Submarines: Where Nukes Go To Die


July 9, 2008: The U.S. has decommissioned over a hundred nuclear subs. These "nukes" are eventually dismantled at the Puget Sound Naval Base in Bremerton, Washington. The nuclear fuel is removed. The radioactive portions of the reactor compartment are shipped, by barge, some 500 kilometers down the coast, and moved inland 40 kilometers by truck to storage trenches in the Hanford nuclear storage facility. Hanford is in a desert area, and it will take about 600 years for the buried metal components to completely degrade.

The non-radioactive portions of the sub (over 95 percent of the metal) is sold for scrap. Even with that, it costs the U.S. Navy about $30 million to dismantle each nuclear sub.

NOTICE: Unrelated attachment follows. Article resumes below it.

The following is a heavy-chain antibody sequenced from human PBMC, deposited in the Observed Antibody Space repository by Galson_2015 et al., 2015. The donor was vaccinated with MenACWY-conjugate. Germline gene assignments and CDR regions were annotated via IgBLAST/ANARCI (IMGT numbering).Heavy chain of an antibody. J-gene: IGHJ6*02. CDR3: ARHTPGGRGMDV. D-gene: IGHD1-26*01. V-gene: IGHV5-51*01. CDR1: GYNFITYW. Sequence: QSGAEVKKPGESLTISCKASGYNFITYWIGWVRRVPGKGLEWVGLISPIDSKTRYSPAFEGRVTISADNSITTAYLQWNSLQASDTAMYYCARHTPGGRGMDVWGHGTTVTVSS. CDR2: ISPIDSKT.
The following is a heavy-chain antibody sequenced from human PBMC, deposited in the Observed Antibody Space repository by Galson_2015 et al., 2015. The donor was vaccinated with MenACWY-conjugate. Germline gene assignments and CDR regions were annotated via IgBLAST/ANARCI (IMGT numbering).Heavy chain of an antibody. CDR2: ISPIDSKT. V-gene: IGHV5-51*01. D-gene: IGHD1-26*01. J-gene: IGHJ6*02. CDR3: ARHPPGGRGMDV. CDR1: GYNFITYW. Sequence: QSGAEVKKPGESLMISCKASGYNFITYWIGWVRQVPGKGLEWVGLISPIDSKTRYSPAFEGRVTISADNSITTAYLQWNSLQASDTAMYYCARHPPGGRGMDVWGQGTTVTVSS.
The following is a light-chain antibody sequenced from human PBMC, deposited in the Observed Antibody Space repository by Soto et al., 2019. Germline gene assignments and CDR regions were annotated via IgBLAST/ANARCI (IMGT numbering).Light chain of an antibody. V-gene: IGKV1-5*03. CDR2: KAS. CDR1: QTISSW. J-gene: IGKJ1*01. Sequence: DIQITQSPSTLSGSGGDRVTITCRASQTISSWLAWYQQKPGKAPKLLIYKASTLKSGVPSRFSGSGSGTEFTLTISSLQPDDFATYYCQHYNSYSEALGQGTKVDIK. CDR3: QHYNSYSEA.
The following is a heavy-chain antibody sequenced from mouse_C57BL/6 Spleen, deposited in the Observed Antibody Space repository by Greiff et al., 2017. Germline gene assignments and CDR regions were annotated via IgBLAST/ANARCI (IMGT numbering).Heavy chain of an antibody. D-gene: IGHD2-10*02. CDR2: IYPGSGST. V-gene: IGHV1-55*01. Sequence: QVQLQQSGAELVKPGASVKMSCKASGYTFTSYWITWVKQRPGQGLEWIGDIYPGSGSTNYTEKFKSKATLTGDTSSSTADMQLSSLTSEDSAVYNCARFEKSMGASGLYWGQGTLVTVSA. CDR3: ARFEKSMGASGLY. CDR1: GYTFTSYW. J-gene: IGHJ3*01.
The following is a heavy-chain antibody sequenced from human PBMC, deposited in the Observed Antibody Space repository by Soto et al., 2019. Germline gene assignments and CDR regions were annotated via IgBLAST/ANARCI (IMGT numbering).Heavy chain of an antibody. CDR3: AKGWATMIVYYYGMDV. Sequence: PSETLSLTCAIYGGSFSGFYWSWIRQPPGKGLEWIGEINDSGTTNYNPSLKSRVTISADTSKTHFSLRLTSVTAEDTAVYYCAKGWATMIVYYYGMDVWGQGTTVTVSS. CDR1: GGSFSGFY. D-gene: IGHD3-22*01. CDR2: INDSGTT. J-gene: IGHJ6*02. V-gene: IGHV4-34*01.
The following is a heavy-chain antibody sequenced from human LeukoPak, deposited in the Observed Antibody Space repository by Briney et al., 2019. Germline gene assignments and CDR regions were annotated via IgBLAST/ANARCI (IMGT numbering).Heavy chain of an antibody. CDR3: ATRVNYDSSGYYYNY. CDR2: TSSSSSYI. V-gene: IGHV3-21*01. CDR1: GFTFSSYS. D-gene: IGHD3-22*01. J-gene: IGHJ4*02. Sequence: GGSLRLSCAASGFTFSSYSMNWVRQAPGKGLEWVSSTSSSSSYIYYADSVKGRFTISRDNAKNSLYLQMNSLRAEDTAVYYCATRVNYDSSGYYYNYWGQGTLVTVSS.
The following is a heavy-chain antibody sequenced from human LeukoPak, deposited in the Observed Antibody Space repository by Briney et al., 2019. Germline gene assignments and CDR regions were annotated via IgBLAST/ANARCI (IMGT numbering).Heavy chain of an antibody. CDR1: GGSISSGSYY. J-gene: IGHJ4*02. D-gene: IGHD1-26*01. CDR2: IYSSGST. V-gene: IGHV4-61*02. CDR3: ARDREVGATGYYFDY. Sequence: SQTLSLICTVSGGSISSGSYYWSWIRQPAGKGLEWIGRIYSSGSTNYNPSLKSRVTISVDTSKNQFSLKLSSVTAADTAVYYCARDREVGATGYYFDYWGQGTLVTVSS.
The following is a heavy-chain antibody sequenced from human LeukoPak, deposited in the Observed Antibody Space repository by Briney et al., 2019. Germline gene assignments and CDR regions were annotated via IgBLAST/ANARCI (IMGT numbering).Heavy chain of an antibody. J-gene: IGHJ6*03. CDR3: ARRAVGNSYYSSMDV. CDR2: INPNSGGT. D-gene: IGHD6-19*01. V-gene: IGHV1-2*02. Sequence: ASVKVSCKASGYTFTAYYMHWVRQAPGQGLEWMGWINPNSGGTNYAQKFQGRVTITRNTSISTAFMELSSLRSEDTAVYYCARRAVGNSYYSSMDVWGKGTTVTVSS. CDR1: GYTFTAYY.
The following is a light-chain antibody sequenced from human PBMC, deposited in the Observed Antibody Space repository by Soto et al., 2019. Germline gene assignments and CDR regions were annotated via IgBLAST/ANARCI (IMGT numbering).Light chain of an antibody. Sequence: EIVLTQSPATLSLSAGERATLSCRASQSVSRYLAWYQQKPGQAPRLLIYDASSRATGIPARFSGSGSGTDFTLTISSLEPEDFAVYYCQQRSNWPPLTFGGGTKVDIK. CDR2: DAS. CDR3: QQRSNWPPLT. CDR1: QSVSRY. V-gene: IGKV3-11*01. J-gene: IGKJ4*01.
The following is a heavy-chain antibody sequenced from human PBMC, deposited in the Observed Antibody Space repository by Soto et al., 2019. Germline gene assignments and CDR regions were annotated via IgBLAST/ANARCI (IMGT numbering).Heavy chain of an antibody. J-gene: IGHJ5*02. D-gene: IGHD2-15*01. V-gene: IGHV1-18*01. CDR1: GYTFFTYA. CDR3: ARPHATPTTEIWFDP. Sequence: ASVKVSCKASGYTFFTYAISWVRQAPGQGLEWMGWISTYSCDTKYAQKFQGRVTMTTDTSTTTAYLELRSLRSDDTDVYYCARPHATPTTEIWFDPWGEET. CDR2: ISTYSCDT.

The U.S., and other industrialized nations, have paid for a similar program to deal with over a hundred Soviet era Russian nuclear subs. Before this program was created, in the 1990s, the Russians were simply sinking their old nuclear boats off their northern coast, hoping no one would notice. But Scandinavian nations, that fish these waters, did note an increase in underwater radioactivity, and inquiries were made.

The first nuclear powered carrier to be dismantled will cost much more (over $500 million), because of more reactors, and more noxious (but non-nuclear) materials. More recent nuclear ships are being built for less expensive dismantling and disposal. This subject was brought up half a century ago, when the first nuclear ships were built. But much less was known about the subject, so the disposal angle got little attention.


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